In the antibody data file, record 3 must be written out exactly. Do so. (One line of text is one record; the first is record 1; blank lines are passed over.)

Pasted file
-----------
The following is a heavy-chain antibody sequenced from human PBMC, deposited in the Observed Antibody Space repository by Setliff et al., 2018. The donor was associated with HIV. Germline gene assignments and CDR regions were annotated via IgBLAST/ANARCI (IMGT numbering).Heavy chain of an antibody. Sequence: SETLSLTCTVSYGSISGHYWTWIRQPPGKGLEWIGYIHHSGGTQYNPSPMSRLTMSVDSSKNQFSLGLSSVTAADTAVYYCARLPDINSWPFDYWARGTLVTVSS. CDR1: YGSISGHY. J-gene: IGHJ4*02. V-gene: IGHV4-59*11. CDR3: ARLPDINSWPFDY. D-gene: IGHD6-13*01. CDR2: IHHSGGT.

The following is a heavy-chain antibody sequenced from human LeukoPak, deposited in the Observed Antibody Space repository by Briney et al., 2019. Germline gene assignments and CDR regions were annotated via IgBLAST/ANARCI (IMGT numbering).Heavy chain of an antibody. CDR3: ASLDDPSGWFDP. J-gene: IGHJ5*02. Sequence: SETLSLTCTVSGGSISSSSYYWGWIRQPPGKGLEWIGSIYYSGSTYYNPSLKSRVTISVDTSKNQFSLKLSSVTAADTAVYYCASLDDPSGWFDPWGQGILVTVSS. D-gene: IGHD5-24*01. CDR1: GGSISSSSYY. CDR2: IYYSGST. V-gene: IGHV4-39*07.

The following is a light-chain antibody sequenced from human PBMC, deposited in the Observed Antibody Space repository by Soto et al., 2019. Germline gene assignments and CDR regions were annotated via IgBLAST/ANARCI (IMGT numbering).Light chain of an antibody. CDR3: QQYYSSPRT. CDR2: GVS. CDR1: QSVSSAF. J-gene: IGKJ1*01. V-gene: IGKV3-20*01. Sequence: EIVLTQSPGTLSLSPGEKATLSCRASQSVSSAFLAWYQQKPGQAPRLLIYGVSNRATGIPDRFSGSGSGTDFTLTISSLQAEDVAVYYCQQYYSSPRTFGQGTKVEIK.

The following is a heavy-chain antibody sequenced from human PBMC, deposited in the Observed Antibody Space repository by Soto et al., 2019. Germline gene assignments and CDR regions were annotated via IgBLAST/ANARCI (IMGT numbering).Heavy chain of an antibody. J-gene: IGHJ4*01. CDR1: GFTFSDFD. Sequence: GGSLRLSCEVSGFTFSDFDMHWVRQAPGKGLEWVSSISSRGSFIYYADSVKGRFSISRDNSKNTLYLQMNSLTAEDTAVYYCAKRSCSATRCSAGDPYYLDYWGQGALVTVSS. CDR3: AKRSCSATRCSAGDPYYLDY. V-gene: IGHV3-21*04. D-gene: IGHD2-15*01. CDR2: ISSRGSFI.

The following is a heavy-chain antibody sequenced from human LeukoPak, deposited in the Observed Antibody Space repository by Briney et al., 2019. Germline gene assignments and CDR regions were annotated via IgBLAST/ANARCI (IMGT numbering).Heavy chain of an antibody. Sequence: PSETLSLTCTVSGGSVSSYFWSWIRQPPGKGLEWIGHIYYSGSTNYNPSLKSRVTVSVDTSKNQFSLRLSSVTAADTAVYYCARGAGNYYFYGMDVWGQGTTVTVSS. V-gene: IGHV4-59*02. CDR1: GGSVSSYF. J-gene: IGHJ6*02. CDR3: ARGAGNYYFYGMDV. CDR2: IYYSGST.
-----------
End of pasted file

The following is a light-chain antibody sequenced from human PBMC, deposited in the Observed Antibody Space repository by Soto et al., 2019. Germline gene assignments and CDR regions were annotated via IgBLAST/ANARCI (IMGT numbering).Light chain of an antibody. CDR3: QQYYSSPRT. CDR2: GVS. CDR1: QSVSSAF. J-gene: IGKJ1*01. V-gene: IGKV3-20*01. Sequence: EIVLTQSPGTLSLSPGEKATLSCRASQSVSSAFLAWYQQKPGQAPRLLIYGVSNRATGIPDRFSGSGSGTDFTLTISSLQAEDVAVYYCQQYYSSPRTFGQGTKVEIK.